Friday, May 22, 2009

Book Review: Pox Americana by Elizabeth Fenn

With Pox Americana, Fenn crafts a sprawling narrative detailing the overlooked smallpox epidemic of 1775-1782 in the Americas and the tumultuous times of revolution that surrounded it. While the global devastation caused by smallpox over the past few centuries has been well documented, Fenn’s book offers an uneven but often compelling perspective on the events that shaped America’s birth, deftly elucidating the undeniable influence of smallpox on the course of the American Revolution.

Pox Americana begins with an account of the American army and George Washington’s struggle to fight off both smallpox and the British; the narrative is especially gripping here, as it provides a detailed glimpse into how prominently smallpox factored into both side’s war strategies. Fenn then traces smallpox’s journey through North America by detailing the lives of the various peoples who inhabited America and the constant struggle to coexist with the lethal contagion and carry on with their lives. With the myriad stories of the colonists waging war to the Native Americans running the fur trade, Fenn raises many themes that still resonate today, particularly the use of biological warfare and how the American way of life facilitates the transmission of disease.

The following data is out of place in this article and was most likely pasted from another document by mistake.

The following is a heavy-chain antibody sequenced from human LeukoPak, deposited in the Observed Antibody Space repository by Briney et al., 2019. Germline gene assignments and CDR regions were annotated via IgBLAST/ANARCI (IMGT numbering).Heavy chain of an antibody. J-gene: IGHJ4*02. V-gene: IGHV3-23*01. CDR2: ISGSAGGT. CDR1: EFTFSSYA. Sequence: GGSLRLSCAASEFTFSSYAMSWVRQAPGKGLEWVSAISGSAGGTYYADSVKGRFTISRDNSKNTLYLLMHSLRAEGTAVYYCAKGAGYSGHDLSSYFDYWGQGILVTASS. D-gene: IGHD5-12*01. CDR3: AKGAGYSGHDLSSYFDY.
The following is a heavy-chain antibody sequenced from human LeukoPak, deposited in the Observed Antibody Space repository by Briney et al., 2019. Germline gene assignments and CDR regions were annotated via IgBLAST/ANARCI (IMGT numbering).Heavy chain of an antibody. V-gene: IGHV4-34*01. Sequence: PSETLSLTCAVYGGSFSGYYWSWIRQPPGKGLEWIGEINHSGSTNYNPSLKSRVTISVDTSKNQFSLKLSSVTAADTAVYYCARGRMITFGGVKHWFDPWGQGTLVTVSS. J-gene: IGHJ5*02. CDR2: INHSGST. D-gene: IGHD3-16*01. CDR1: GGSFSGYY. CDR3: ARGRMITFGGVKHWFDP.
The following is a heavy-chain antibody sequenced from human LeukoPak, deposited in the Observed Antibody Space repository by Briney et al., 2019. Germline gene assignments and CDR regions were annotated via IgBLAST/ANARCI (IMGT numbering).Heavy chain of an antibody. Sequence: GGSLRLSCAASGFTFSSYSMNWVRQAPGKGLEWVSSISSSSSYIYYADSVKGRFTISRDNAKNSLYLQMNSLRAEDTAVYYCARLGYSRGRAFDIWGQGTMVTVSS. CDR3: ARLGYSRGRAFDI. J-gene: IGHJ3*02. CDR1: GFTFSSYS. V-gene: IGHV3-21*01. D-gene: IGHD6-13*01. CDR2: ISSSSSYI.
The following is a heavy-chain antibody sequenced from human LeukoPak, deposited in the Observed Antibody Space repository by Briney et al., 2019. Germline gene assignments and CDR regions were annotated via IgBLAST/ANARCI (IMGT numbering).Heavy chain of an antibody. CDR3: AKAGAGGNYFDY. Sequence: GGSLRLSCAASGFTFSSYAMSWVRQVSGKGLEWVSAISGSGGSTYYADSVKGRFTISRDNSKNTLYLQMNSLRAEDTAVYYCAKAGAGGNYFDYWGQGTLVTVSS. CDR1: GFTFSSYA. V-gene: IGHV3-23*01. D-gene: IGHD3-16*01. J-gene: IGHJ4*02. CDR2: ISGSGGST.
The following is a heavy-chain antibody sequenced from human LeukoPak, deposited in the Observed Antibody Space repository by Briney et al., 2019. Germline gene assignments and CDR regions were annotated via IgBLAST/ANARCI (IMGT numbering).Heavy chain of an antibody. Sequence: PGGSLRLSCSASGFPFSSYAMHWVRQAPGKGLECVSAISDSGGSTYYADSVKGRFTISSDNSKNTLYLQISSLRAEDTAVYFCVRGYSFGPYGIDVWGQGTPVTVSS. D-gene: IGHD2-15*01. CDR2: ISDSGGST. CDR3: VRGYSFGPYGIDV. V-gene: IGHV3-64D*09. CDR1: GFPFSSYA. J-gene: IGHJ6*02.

The scope of Pox Americana is breathtaking. Fenn clearly poured over many, many sources to craft her portrait of an infant America irrevocably shaped by the smallpox epidemic. The research pays off; the role of smallpox in George Washington’s decision-making process and the tragedy that befell countless Native Americans makes for compelling history reading. Yet Fenn’s narrative is not without its share of flaws. While it may be a function of the historical events themselves, Pox Americana is a very top-heavy narrative; it starts out strong in its depiction of the American Revolution but loses steam throughout the second half of the book, when the revolution is no longer the focus. During this second half the narrative becomes bogged down in repetitive and overlong accounts of Native Americans and settlers dealing with smallpox during the fur trade. Unfortunately, the book never really recovers, losing momentum long before the epilogue rolls around.

Yet Pox Americana’s shortcomings never quite derail the experience. Despite the uneven structure and pacing of the narrative, the sheer amount of quality historical content makes Pox Americana a unique and worthwhile read for anyone remotely interested in learning how one disease helped define the course of a burgeoning country.

-Andrew Plan

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